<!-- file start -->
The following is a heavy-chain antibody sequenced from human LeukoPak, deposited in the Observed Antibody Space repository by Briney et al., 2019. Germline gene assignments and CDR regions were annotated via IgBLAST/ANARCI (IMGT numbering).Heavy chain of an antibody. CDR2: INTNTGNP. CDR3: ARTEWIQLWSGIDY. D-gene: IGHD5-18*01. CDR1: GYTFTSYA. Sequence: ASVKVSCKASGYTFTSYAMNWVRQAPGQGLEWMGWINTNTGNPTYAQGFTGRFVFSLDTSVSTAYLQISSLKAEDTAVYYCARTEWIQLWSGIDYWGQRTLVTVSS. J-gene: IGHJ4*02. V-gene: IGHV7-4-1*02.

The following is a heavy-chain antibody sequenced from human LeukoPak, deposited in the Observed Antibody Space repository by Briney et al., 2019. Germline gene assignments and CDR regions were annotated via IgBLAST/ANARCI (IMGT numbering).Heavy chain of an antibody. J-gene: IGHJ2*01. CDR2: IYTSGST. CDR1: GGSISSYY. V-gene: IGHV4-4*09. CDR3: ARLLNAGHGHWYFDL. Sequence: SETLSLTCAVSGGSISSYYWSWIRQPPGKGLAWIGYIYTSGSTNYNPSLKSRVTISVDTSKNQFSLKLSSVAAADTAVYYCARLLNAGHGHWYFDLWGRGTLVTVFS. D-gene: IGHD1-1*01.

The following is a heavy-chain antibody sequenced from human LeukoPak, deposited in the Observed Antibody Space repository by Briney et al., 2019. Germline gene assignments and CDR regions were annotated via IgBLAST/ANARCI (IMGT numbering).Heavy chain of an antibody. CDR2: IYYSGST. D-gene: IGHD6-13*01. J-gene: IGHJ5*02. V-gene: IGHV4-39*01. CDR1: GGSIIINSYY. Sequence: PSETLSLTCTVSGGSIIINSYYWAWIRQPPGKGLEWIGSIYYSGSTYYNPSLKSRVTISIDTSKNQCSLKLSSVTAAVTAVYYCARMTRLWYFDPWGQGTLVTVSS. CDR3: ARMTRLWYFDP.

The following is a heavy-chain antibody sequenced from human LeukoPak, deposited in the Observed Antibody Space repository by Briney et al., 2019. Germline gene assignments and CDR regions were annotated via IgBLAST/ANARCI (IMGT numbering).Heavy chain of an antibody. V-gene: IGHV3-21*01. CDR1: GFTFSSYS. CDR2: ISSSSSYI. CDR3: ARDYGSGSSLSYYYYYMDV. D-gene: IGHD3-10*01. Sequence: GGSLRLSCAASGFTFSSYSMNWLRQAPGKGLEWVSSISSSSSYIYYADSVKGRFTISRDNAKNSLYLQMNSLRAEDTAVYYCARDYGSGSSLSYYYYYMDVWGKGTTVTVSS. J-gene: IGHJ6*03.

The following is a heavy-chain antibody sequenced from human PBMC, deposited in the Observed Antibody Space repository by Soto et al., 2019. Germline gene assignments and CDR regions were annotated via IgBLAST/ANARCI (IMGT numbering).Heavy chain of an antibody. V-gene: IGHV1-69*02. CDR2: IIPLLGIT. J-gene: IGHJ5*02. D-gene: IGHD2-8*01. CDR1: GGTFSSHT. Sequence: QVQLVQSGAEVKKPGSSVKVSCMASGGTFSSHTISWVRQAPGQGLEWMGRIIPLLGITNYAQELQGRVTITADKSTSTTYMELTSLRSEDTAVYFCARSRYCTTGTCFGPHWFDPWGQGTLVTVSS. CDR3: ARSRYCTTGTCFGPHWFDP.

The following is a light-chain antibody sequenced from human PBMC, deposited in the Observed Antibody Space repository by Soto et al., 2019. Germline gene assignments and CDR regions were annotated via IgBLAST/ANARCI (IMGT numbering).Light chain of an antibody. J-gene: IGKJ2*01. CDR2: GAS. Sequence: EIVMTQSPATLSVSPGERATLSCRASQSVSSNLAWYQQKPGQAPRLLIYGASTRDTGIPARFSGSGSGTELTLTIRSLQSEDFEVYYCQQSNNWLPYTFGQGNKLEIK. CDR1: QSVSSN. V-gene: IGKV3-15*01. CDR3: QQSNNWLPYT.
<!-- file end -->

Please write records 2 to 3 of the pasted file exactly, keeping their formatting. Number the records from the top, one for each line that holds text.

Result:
The following is a heavy-chain antibody sequenced from human LeukoPak, deposited in the Observed Antibody Space repository by Briney et al., 2019. Germline gene assignments and CDR regions were annotated via IgBLAST/ANARCI (IMGT numbering).Heavy chain of an antibody. J-gene: IGHJ2*01. CDR2: IYTSGST. CDR1: GGSISSYY. V-gene: IGHV4-4*09. CDR3: ARLLNAGHGHWYFDL. Sequence: SETLSLTCAVSGGSISSYYWSWIRQPPGKGLAWIGYIYTSGSTNYNPSLKSRVTISVDTSKNQFSLKLSSVAAADTAVYYCARLLNAGHGHWYFDLWGRGTLVTVFS. D-gene: IGHD1-1*01.

The following is a heavy-chain antibody sequenced from human LeukoPak, deposited in the Observed Antibody Space repository by Briney et al., 2019. Germline gene assignments and CDR regions were annotated via IgBLAST/ANARCI (IMGT numbering).Heavy chain of an antibody. CDR2: IYYSGST. D-gene: IGHD6-13*01. J-gene: IGHJ5*02. V-gene: IGHV4-39*01. CDR1: GGSIIINSYY. Sequence: PSETLSLTCTVSGGSIIINSYYWAWIRQPPGKGLEWIGSIYYSGSTYYNPSLKSRVTISIDTSKNQCSLKLSSVTAAVTAVYYCARMTRLWYFDPWGQGTLVTVSS. CDR3: ARMTRLWYFDP.